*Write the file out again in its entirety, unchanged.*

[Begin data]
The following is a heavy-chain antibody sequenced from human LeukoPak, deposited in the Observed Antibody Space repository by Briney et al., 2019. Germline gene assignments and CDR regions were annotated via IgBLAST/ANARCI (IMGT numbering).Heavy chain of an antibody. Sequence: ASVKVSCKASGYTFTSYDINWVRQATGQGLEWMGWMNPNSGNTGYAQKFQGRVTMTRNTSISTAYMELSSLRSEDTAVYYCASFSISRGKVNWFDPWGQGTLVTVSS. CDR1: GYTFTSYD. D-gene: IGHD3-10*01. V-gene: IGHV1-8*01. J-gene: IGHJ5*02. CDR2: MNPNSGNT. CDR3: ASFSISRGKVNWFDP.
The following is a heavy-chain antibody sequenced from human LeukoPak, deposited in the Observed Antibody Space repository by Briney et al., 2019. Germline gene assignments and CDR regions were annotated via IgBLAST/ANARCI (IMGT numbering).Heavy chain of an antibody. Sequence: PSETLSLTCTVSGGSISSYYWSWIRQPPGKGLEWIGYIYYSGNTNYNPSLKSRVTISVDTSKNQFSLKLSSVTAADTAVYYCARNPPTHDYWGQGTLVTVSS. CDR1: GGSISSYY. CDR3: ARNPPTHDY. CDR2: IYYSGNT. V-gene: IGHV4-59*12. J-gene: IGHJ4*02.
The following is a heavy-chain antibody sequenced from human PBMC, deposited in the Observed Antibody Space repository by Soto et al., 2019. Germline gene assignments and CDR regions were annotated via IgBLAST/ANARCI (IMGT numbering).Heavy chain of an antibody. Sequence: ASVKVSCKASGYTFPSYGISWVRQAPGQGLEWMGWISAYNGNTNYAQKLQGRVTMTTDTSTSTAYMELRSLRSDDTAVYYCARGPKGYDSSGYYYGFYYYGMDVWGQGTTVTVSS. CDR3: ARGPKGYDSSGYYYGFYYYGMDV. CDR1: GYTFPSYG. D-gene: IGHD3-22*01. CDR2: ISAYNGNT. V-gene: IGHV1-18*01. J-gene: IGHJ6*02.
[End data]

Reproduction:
The following is a heavy-chain antibody sequenced from human LeukoPak, deposited in the Observed Antibody Space repository by Briney et al., 2019. Germline gene assignments and CDR regions were annotated via IgBLAST/ANARCI (IMGT numbering).Heavy chain of an antibody. Sequence: ASVKVSCKASGYTFTSYDINWVRQATGQGLEWMGWMNPNSGNTGYAQKFQGRVTMTRNTSISTAYMELSSLRSEDTAVYYCASFSISRGKVNWFDPWGQGTLVTVSS. CDR1: GYTFTSYD. D-gene: IGHD3-10*01. V-gene: IGHV1-8*01. J-gene: IGHJ5*02. CDR2: MNPNSGNT. CDR3: ASFSISRGKVNWFDP.
The following is a heavy-chain antibody sequenced from human LeukoPak, deposited in the Observed Antibody Space repository by Briney et al., 2019. Germline gene assignments and CDR regions were annotated via IgBLAST/ANARCI (IMGT numbering).Heavy chain of an antibody. Sequence: PSETLSLTCTVSGGSISSYYWSWIRQPPGKGLEWIGYIYYSGNTNYNPSLKSRVTISVDTSKNQFSLKLSSVTAADTAVYYCARNPPTHDYWGQGTLVTVSS. CDR1: GGSISSYY. CDR3: ARNPPTHDY. CDR2: IYYSGNT. V-gene: IGHV4-59*12. J-gene: IGHJ4*02.
The following is a heavy-chain antibody sequenced from human PBMC, deposited in the Observed Antibody Space repository by Soto et al., 2019. Germline gene assignments and CDR regions were annotated via IgBLAST/ANARCI (IMGT numbering).Heavy chain of an antibody. Sequence: ASVKVSCKASGYTFPSYGISWVRQAPGQGLEWMGWISAYNGNTNYAQKLQGRVTMTTDTSTSTAYMELRSLRSDDTAVYYCARGPKGYDSSGYYYGFYYYGMDVWGQGTTVTVSS. CDR3: ARGPKGYDSSGYYYGFYYYGMDV. CDR1: GYTFPSYG. D-gene: IGHD3-22*01. CDR2: ISAYNGNT. V-gene: IGHV1-18*01. J-gene: IGHJ6*02.